After spending all of last week (and this weekend) reading four books on the exam list I haven’t engaged much previously, I’ve completed most of the books that could be tagged as composition “histories”:
Berlin, James A. Rhetoric and Reality: Writing Instruction in American Colleges, 1900 – 1985. Southern Illinois University Press, 1987. Print.
Crowley, Sharon. Composition in the University: Historical and Polemical Essays. Pittsburgh: University of Pittsburgh Press, 1998. Print.
Hawk, Byron. A Counter-History of Composition: Toward Methodologies of Complexity. Pittsburgh: University of Pittsburgh Press, 2007. Print.
Lauer, Janice M. Invention in Rhetoric and Composition. Annotated edition. West Lafayette: Parlor Press, 2004. Print.
As I mentioned before, I was trying to read across texts more than within categories, but I started with histories because (1) this would give me a fuller context of the field, and (2) these four books are actually more than histories — they’re an amalgamation of that plus theory and methodologies, and include key discussions of ancient rhetoric, technology, and above all, pedagogy. Hawk’s Counter-History, for example, uses a postmodern, historiographical methodology to revisit the concept of vitalism — an ontological philosophy that can be traced to Aristotle — in order to open up the possibilities for new pedagogies that respond to contemporary digital technologies. Although Lauer’s Invention is primarily a straightforward history of the canon, she provides numerous sections on pedagogy, a few on technology, and throughout the book discusses various methodologies that have been used to study invention.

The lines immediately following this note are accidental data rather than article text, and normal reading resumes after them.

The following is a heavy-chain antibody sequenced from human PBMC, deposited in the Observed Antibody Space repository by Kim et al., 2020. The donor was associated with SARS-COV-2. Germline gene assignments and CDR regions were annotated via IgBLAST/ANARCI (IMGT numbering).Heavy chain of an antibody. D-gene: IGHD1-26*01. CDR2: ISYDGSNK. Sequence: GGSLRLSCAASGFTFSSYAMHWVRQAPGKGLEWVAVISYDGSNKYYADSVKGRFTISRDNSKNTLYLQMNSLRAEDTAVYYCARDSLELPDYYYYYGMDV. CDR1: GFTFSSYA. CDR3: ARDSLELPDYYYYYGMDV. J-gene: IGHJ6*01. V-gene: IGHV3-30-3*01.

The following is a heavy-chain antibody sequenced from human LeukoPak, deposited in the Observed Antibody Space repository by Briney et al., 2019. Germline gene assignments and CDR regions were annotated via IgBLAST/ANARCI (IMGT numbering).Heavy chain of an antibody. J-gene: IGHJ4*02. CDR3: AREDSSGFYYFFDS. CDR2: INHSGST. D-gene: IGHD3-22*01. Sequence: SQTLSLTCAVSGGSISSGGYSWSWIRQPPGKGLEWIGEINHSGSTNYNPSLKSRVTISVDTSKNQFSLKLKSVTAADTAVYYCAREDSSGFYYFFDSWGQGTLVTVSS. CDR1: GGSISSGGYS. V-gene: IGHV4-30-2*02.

Before I begin to synthesize these texts more fully, I want to consider how best to do that. But first let me reassess how I’ve been reading this week, which has tested some of Adler’s methods that I blogged about two weeks ago. First, I’ve started reading each time with Adler’s inspectional method — reading reviews of the books, skimming TOCs and indexes, and in most cases, reading important chapters analytically while inspecting the others (there’s no way I could have read Hawk’s book analytically in full). As I read, I’ve been taking printed notes in one of my nifty Muji notebooks, mostly to try to internalize the info. My hope is that this blog is the final step and will do the real work in preparing for the exam — forcing me to arrange the arguments, methods, and evidence from the books on the list to make strong arguments about the field as a whole. This raises a few fundamental questions for me:
- How many books should be discussed per post? Incorporating more books in a post (as opposed to individual summaries) would better approximate the requirements of the exam, but waiting to a week to write a post leads to fewer posts (and less writing practice overall).